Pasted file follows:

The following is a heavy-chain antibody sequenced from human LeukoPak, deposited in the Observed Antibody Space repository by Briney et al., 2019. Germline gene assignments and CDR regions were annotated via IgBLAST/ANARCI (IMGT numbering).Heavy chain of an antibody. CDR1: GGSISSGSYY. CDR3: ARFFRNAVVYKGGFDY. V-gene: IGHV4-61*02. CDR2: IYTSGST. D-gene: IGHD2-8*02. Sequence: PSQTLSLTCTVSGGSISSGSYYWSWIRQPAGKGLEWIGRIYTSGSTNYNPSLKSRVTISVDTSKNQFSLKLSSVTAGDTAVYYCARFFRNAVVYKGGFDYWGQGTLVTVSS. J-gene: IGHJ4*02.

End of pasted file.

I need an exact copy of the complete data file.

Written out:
The following is a heavy-chain antibody sequenced from human LeukoPak, deposited in the Observed Antibody Space repository by Briney et al., 2019. Germline gene assignments and CDR regions were annotated via IgBLAST/ANARCI (IMGT numbering).Heavy chain of an antibody. CDR1: GGSISSGSYY. CDR3: ARFFRNAVVYKGGFDY. V-gene: IGHV4-61*02. CDR2: IYTSGST. D-gene: IGHD2-8*02. Sequence: PSQTLSLTCTVSGGSISSGSYYWSWIRQPAGKGLEWIGRIYTSGSTNYNPSLKSRVTISVDTSKNQFSLKLSSVTAGDTAVYYCARFFRNAVVYKGGFDYWGQGTLVTVSS. J-gene: IGHJ4*02.